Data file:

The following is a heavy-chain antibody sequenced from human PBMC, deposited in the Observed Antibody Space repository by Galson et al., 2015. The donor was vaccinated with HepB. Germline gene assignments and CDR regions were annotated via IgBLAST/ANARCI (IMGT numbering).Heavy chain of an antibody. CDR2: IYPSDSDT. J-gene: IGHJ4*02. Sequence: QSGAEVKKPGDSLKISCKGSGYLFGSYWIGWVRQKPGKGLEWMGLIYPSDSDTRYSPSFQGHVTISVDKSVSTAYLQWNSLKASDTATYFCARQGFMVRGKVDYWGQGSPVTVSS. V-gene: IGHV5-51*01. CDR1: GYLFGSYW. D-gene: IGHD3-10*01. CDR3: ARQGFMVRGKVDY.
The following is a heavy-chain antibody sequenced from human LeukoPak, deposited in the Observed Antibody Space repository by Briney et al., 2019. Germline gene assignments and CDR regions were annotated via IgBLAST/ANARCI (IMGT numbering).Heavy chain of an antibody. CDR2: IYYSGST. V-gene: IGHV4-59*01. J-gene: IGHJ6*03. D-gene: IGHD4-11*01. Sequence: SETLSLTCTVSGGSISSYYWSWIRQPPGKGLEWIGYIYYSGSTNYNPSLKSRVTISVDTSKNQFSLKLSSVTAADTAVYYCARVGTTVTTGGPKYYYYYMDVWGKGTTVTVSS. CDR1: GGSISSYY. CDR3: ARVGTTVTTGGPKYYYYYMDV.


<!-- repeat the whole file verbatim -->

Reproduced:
The following is a heavy-chain antibody sequenced from human PBMC, deposited in the Observed Antibody Space repository by Galson et al., 2015. The donor was vaccinated with HepB. Germline gene assignments and CDR regions were annotated via IgBLAST/ANARCI (IMGT numbering).Heavy chain of an antibody. CDR2: IYPSDSDT. J-gene: IGHJ4*02. Sequence: QSGAEVKKPGDSLKISCKGSGYLFGSYWIGWVRQKPGKGLEWMGLIYPSDSDTRYSPSFQGHVTISVDKSVSTAYLQWNSLKASDTATYFCARQGFMVRGKVDYWGQGSPVTVSS. V-gene: IGHV5-51*01. CDR1: GYLFGSYW. D-gene: IGHD3-10*01. CDR3: ARQGFMVRGKVDY.
The following is a heavy-chain antibody sequenced from human LeukoPak, deposited in the Observed Antibody Space repository by Briney et al., 2019. Germline gene assignments and CDR regions were annotated via IgBLAST/ANARCI (IMGT numbering).Heavy chain of an antibody. CDR2: IYYSGST. V-gene: IGHV4-59*01. J-gene: IGHJ6*03. D-gene: IGHD4-11*01. Sequence: SETLSLTCTVSGGSISSYYWSWIRQPPGKGLEWIGYIYYSGSTNYNPSLKSRVTISVDTSKNQFSLKLSSVTAADTAVYYCARVGTTVTTGGPKYYYYYMDVWGKGTTVTVSS. CDR1: GGSISSYY. CDR3: ARVGTTVTTGGPKYYYYYMDV.